China began gradually lifting social distancing and other restrictions for areas outside of Hubei Province (where Wuhan is the capital city, and where the virus was first identified) on February 9. During the 14 days prior to that date, in China (excluding Hubei province), the average daily number of new COVID-19 cases was 657, and the average daily number of deaths was two. In contrast, during the 14 days ending June 14, in China ex-Hubei, there was an average of 12 new daily cases and no deaths due to COVID-19.
The social distancing restrictions began to be lifted in Wuhan on April 8. During the 14 days prior to that date, there were a total of only two new COVID-19 cases, and the average daily number of deaths was three. During the 14 days ending June 14, there were no new cases or deaths due to COVID-19 in Wuhan.
(During the 14 days ending June 14, there was an average of 22,151 new daily cases and 816 daily deaths in the U.S., and an average of 1,509 new daily cases and 197 daily deaths in the U.K.)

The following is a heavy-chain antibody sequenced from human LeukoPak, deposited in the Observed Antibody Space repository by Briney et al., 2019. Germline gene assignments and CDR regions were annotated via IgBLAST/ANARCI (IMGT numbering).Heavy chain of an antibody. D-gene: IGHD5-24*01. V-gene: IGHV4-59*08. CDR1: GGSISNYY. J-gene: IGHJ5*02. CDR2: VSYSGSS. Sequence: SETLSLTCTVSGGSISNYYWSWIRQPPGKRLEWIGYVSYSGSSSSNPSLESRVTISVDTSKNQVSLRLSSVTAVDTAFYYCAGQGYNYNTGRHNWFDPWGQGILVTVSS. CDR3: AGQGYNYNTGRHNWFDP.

It was also encouraging that six weeks after a five-day national holiday in China, when over 100 million people traveled for leisure, there had not been a spike in COVID-19 cases. But that picture changed over the weekend, when there were a total of 72 new local cases in Beijing within two days. This is not a huge number, in the context of 395 new cases in New York City on June 14, as well as 302 in Dallas and 995 in Los Angeles on that one day. For Beijing, however, which prior to the weekend had gone almost two months without a new case, this is a worrying sign. The government responded with widespread testing and contact tracing, some schools near the outbreak were closed, and a few local officials were sacked.
As in other countries, the potential for a rebound in coronavirus cases is the biggest risk to a post-lockdown economic recovery in China. At the moment, however, a combination of testing, contact tracing and social distancing, as well as strict quarantine of all international arrivals seems to be keeping the virus largely at bay.
And, when thinking about the veracity of coronavirus data, it is worth noting that the rate of COVID-19 deaths per 100,000 population in China (0.3) is similar to that of some other countries in the region: Singapore (0.4), South Korea (0.5), and Japan (0.7).